Chunking Tasks

The Strategy

Chunking refers to breaking a large, lengthy, or difficult assignment or task into smaller parts. Teachers inform the student of the chunk to be completed and check in with the student at the end of each chunk to provide encouragement and/or feedback. In theory, by chunking, the student will feel less overwhelmed by the length of the assignment, will be able to be more attentive to the content that is presented, and complete the assignment with higher quality. For students who struggle with sustained attention, chunking is designed to maximize performance before the student is drawn off-task. Chunking can be used in conjunction with more frequent breaks as a reward for completing each chunk of the assignment.  In theory, this break allows the student to refocus attention. Chunking also can be used in conjunction with emotional management training to help students manage their negative thoughts and feelings related to difficult assignments  

  1. Identify content areas or specific times of the day that the target student(s) may be more prone to disruptive behavior, restlessness, or may be more emotionally reactive to the assignment.  As you plan those lessons, consider the independent or group work being assigned. Identify opportunities to divide up a task or assignment. For example, if students are being asked to complete a math worksheet, break the tasks into two, three, or four chunks for the target student/s. As a reminder, note these options within your lesson plans.
  2. When providing instruction about the activity or assignment, indicate to the student that the material can be completed in chunks or sections and provide the first instruction. Allow the student time to complete the initial section.
  3. Check in with student as s/he completes the assignment. Praise compliance and effort. Consider providing the opportunity for a brief break before moving on to the next chunk (see More Frequent Breaks strategy content for more on this).
  4. Use Beacon progress monitoring tools to evaluate the extent to which this strategy is improving the target behaviors as intended.

  • Speaking to the student in advance of the activity may be helpful in gaining student buy-in and ensuring that you have similar expectations for the procedure

    • I have an idea that may help you stay focused (or not feel so overwhelmed by our class assignments). We’re going to use a strategy called Chunking. I will break the assignment into smaller parts, called chunks. I’ll give you a chance to ask questions about the first chunk then you can just focus on that part. Then I’ll check back in with you at the end of the chunk to see how it went. We can make sure you are successful with this before moving onto the next chunk. If you need a 2 minute stretch break at that time, you can take one. What do you think? Is there anything else that might help? 

  • For students who are overwhelmed by the assignment, consider given them coping statements to use at the start of each chunk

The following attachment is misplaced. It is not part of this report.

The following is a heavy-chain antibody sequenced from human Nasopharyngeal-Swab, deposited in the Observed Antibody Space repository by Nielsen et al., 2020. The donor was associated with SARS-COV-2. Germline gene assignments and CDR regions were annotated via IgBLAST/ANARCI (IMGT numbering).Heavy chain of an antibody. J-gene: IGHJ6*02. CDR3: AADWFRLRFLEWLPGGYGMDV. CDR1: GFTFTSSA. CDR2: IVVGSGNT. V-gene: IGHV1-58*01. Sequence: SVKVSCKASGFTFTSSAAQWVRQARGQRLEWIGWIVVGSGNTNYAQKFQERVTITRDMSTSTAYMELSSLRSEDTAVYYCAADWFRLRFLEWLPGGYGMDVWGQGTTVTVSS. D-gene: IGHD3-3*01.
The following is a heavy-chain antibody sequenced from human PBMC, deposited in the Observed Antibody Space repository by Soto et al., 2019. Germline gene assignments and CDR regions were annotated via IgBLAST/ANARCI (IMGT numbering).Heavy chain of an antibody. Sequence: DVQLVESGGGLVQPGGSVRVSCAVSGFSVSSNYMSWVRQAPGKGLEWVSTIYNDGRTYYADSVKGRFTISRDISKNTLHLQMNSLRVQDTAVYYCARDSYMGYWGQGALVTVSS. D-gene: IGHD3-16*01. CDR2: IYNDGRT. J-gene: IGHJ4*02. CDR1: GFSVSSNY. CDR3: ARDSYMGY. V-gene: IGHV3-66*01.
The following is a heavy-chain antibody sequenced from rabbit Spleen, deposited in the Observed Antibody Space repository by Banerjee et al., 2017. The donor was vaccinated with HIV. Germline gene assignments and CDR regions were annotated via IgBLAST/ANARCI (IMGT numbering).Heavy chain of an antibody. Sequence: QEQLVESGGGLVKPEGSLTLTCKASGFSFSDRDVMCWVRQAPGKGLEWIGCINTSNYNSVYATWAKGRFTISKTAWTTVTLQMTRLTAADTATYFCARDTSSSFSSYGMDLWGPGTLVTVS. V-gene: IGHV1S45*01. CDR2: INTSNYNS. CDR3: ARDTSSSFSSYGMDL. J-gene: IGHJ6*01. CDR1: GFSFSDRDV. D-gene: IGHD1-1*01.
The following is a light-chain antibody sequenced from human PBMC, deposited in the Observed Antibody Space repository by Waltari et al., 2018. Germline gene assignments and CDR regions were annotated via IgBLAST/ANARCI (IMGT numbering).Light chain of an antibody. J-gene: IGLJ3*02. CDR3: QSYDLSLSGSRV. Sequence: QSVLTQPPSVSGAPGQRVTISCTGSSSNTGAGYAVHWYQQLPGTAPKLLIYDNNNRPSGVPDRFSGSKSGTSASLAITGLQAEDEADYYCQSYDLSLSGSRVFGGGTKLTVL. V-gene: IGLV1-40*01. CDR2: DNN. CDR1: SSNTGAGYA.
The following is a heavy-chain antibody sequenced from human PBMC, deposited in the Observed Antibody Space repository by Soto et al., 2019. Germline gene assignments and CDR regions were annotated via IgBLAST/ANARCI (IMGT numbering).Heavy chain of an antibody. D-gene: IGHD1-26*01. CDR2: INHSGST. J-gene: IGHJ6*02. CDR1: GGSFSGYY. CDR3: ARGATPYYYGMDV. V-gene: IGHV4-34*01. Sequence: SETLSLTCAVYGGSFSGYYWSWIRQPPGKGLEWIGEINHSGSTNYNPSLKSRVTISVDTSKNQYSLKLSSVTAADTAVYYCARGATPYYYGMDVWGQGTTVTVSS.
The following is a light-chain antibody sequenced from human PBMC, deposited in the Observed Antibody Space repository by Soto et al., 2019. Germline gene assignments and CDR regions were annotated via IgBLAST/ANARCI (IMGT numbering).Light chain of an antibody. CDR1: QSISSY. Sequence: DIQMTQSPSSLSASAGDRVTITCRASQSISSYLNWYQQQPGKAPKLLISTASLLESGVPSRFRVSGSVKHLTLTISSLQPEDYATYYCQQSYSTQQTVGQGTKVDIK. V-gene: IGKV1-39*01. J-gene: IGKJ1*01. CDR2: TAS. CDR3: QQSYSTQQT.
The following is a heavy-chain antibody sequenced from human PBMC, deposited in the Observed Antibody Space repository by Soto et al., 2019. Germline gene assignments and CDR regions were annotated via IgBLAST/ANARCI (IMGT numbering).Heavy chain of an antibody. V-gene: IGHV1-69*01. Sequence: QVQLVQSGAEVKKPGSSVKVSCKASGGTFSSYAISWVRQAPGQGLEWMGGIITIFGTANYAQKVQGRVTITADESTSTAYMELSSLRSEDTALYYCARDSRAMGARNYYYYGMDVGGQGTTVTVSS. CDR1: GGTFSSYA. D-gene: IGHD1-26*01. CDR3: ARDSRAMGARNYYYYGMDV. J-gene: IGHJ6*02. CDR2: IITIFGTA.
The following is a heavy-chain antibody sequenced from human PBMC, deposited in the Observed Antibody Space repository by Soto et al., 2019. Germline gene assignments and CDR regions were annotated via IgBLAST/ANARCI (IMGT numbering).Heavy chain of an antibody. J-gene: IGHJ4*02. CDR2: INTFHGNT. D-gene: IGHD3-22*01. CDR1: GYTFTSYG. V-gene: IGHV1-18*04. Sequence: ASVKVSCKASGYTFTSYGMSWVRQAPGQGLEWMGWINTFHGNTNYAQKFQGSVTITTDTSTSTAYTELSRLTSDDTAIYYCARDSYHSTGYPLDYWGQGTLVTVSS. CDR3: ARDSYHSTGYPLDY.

• Let’s say this aloud together “It’s only a small chunk. I think I can do it” 
    • “All I have to do is this small part, then Ms. [Name] will check back in with me”
    • “I can try this small chunk, then ask for help”

  • For students who benefit from visual reminders, you can cut horizontal slats in a manila folder to make three flaps. Put the assignment in and only open the flap for the chunk the student is working on (e.g., open the top flap for the first chunk, then the middle flap, then the bottom flap).
  • Consider using timers for each chunk or for each break between chunks.
  • Typically, students will struggle with remaining focused for any extended period of time (e.g., more than 30 minutes). This will be particularly difficult for students with behavioral problems.  Although this strategy can be used for one student, you may want to consider using this strategy with the entire class during longer periods of independent work or more involved assignments.
  • By chunking tasks, teachers have additional opportunities to provide feedback to the students. Maximize these opportunities by looking for things to praise, as well as behavior or academic performance that may need correction. Providing intermediate praise will help reinforce the student’s work behavior and encourage them to persist with the remaining chunks of the assignment or task. Use stickers, high fives, drawn smiley faces, or silent cheers at the end of each chunk for students who may be motivated by more demonstrable praise.
  • Chunking of assignments can be used as a strategy in the classroom or for homework, particularly when assigning larger, long term projects. For example, if students are working on a research report and related diorama, provide intermediate due dates to help provide structure and opportunities for praise and feedback.

Because chunking tasks does not effectively build the skills students need to independently meet age-appropriate expectations, it cannot be evaluated for effectiveness. The goal of chunking tasks is to provide the student with smaller, more manageable tasks that the student perceives as less overwhelming and more manageable than facing everything at once. If this strategy is selected for use in the short term, it is recommended that it be replaced at some point with an intervention to help the student develop the skills needed to independently meet age-appropriate expectations for managing and completing large assignments.

Intervention Scorecard

This intervention is recommended for the following presenting problems.

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Other suitable presenting problems